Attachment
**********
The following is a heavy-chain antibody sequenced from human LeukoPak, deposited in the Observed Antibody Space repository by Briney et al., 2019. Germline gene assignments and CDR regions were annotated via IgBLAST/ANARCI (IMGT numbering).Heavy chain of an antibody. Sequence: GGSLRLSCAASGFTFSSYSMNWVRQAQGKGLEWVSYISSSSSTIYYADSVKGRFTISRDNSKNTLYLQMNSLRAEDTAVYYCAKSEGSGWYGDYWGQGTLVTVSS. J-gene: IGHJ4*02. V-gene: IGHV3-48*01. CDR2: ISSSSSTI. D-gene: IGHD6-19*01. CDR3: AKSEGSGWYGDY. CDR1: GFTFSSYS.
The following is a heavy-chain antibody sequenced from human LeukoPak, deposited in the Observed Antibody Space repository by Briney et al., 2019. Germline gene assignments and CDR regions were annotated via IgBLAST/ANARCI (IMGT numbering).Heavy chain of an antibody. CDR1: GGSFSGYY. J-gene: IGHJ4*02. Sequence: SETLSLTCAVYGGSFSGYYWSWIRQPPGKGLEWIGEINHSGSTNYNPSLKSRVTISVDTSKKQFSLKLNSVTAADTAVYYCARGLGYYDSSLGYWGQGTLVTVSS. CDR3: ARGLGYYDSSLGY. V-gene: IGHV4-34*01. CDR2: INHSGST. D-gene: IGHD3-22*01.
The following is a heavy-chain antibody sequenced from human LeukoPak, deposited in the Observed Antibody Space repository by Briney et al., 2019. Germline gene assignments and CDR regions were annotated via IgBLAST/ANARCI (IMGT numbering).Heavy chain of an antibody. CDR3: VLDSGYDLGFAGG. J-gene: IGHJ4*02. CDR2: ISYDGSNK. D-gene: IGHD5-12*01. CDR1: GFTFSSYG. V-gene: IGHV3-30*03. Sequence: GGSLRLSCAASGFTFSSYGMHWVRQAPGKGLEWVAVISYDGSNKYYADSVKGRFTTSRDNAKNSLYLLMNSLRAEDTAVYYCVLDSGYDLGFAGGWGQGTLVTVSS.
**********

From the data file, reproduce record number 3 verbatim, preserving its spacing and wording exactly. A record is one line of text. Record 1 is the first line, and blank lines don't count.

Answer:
The following is a heavy-chain antibody sequenced from human LeukoPak, deposited in the Observed Antibody Space repository by Briney et al., 2019. Germline gene assignments and CDR regions were annotated via IgBLAST/ANARCI (IMGT numbering).Heavy chain of an antibody. CDR3: VLDSGYDLGFAGG. J-gene: IGHJ4*02. CDR2: ISYDGSNK. D-gene: IGHD5-12*01. CDR1: GFTFSSYG. V-gene: IGHV3-30*03. Sequence: GGSLRLSCAASGFTFSSYGMHWVRQAPGKGLEWVAVISYDGSNKYYADSVKGRFTTSRDNAKNSLYLLMNSLRAEDTAVYYCVLDSGYDLGFAGGWGQGTLVTVSS.